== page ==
Abstract

Despite changes that computation introduces in the mode in which instruction is carried out in the design studio, we still rely heavily on the desk ‘crit’ in which an individual student converses with an instructor about the student’s work in progress, which is laid out before them. Despite the centrality of the desk crit to design education, no formal training is offered to instructors. Typically, they act only on the basis of their experience and intuition, and surprisingly few studies have centered on the details of the all-important student-instructor communication and its implications for the student’s learning process. In this paper, we report a few protocol studies of ‘one-on-one’ ‘crits’ in studios of a school of architecture and we show what we have learned from them. We propose that such studies are useful for the development of a pedagogic base for design instruction in the studio.

COinS
 
Sep 5th, 12:00 AM

‘One-on-One’: a pedagogic base for design instruction in the studio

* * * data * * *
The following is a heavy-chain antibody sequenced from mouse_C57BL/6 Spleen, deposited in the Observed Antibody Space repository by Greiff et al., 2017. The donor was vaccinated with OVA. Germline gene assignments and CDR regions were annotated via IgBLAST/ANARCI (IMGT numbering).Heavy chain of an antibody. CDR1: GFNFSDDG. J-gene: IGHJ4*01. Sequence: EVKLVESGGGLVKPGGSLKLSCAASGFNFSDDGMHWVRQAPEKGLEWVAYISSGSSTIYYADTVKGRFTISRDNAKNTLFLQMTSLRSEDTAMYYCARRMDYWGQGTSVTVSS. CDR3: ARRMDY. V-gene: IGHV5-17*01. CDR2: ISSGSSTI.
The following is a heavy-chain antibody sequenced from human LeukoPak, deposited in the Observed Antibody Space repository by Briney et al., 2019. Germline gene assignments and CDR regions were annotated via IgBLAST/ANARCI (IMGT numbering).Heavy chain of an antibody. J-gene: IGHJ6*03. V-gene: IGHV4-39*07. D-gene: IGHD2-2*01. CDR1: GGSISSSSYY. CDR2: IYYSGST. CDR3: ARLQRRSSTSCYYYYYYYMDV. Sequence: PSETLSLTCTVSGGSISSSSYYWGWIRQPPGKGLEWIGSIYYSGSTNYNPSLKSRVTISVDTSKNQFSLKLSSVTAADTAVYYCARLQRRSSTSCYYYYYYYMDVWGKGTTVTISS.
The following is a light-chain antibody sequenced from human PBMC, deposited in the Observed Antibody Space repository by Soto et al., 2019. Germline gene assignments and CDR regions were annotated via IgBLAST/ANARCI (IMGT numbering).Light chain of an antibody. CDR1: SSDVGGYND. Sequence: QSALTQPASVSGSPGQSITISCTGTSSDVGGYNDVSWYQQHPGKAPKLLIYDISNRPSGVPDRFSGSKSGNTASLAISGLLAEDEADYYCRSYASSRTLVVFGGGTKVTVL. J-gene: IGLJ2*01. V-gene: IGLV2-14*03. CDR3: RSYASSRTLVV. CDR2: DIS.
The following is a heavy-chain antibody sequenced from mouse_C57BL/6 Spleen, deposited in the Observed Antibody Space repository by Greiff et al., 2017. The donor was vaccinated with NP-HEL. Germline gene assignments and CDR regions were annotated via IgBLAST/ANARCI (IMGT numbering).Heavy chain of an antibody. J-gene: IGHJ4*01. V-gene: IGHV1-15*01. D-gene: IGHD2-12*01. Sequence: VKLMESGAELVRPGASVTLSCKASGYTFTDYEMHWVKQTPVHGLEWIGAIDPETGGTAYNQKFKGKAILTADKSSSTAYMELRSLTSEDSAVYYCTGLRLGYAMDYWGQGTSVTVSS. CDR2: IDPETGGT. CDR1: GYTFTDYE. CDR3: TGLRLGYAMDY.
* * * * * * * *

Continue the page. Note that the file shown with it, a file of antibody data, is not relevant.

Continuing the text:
Despite changes that computation introduces in the mode in which instruction is carried out in the design studio, we still rely heavily on the desk ‘crit’ in which an individual student converses with an instructor about the student’s work in progress, which is laid out before them. Despite the centrality of the desk crit to design education, no formal training is offered to instructors. Typically, they act only on the basis of their experience and intuition, and surprisingly few studies have centered on the details of the all-important student-instructor communication and its implications for the student’s learning process. In this paper, we report a few protocol studies of ‘one-on-one’ ‘crits’ in studios of a school of architecture and we show what we have learned from them. We propose that such studies are useful for the development of a pedagogic base for design instruction in the studio.

 

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